Our last major stop in Honduras, before we would need to start heading to Nicaragua for the remainder of our CA-4 visas, was Lake Yojoa. We had trouble deciding where to stay so we planned on checking out most of the places listed in iOverlander, Finca Las Glorias being the first. We were able to park reasonably close to the lake, almost $8.50 for one night, but it wasn't exactly what we were looking for and the WiFi was spotty. It was late so we decided to spend the night, have breakfast, and move on in the morning. The location is very pretty, we just weren't feeling it.

Lake Yojoa, Honduras

Build bridges not walls

Lake Yojoa, Honduras

I went first the last time

D&D Brewery, Lake Yojoa

Sometimes parking in a mostly open grassy field is the best place to be, especially when it's across from a really nice hostel, which happens to also be a brewery, and only $3.50 per night per person. Our plan was to accomplish most of our administrative tasks and take it easy before catching a couple more sites on our way to the border. In truth, we mostly took it easy and accomplished very little, unless eating and drinking a lot counts. In our defense, like we need one, I celebrated my 43rd birthday at D&D over wine with new friends and an oversized dinner...they were out of cake. We liked the place so much we returned for one more night after camping at Cerro Azul. We met several other overlanders whom we hope to run into again and during our return stay Pete & Natasha unexpectedly showed up at our door. Our last night at D&D was spent having a great time together before we took off for the border the next morning. Thanks again for my second birthday guys!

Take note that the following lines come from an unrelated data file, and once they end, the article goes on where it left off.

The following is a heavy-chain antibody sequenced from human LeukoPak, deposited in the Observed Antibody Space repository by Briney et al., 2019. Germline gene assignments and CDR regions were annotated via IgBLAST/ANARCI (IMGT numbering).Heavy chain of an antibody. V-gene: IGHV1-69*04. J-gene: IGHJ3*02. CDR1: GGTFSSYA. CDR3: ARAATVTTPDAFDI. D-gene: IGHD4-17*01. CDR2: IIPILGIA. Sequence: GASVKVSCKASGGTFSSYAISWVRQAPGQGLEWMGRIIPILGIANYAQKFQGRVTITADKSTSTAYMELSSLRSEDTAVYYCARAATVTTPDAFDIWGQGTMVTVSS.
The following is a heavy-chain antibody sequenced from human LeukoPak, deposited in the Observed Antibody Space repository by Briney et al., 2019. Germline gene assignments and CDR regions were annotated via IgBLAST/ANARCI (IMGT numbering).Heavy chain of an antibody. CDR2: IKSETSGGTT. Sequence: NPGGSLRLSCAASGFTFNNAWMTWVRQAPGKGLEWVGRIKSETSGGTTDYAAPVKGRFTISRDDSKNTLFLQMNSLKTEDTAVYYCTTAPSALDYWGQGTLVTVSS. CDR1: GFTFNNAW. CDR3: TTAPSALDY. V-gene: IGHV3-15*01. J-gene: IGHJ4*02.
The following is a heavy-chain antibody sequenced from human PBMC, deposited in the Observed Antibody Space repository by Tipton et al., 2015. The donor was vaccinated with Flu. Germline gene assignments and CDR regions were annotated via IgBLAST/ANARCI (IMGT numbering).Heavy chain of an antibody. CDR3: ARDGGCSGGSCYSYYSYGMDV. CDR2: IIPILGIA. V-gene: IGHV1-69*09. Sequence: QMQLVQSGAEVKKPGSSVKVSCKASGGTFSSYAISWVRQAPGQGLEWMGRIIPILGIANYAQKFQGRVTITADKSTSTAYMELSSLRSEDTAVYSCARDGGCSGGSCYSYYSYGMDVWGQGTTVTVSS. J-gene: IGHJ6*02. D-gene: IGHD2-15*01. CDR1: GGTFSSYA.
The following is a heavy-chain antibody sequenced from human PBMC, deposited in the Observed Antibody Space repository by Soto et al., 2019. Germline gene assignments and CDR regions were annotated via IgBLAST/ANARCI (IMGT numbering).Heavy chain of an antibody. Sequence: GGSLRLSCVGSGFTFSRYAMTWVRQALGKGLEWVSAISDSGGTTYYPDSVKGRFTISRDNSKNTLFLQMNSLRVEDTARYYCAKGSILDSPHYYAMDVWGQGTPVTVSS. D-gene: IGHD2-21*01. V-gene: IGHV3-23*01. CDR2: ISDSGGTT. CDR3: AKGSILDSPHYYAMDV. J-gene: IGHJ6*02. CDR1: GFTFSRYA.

D&D Brewery, Lake Yojoa, Honduras

Perfect shade tree mechanic spot

D&D Brewery, Lake Yojoa, Honduras

We finally get a picture and those two are making googlie eyes

Pulhapanzak Falls, Santa Barbara

Famous for the tour behind it but a spectacle all its own. We were both feeling a bit under the weather so we skipped the cave tour and wandered around on our own. Camping is allowed in the parking lot, we weren't feeling it, so after our short hike we decided to head to Cerro Azul. The $6 it cost to visit Pulhapanzak Falls was well worth it, maybe next time we'll feel up to risking our lives for a peek behind the curtain.

Pulhapanzak Falls, Santa Barbara, Honduras

Brought to you by Coca Cola, seriously

Cerro Azul, Cortes

We reached Cerro Azul and got situated just before 3PM, rather late for us. We noticed that there was a short hike to a waterfall at the edge of the camping area so we decided to take the stroll in hopes of it making us feel a little better, which it did. It was quite stunning, becoming our favorite spot in the park. While making food preparations for our upcoming border travel days, a couple rigs rolled in from Canada. We immediately recognized one from our time at Lake Atitlan and were all soon catching up.

The next morning we decided to take the loop hike which ascends into the cloud forest. A large group of middle school aged children were gathered at the trailhead, about a kilometer in we were behind a group of rowdy boys, loosing any chance of seeing lots of wildlife. It's a nice hike with several miradors and a couple of waterfalls. Just before reaching the end of the hike we had decided to return to D&D and started discussing what we were going to eat at the restaurant for lunch, so predictable. Our one night and couple of hikes cost us almost $13, our lack of sleep due to a somewhat rowdy group of late arriving tent campers was free. How can we complain, it was a beautiful place being enjoyed by many, as it should be.

Cerro Azul, Cortes, Honduras

Way better than a rain shower

Cerro Azul, Cortes, Honduras

They meshed the light of moon and sun

Cerro Azul, Cortes, Honduras

Far over the misty mountains cold


Say what? (3)
Mar 1, 2017 at 02:23 PM
Looks like you really enjoyed that country guys. Great medley of pictures. makes me envious...
Safe travel, take care.

Claude-Alain
Mar 1, 2017 at 02:26 PM
Nice write up. I'm glad you all "took a chance" on Honduras because it seems everyone had a marvelous time.
Mar 1, 2017 at 06:01 PM
Thanks Claude-Alain and Rhonda!

We probably should have broken this entry in two to give Honduras even more love. It is a beautiful country in many ways. It's a shame so many rush through, hopefully our post and those from others will start to change the stigma. Something tells us each of you will be sharing your Honduran tales sometime down the road ; ) Love to you both, XOXO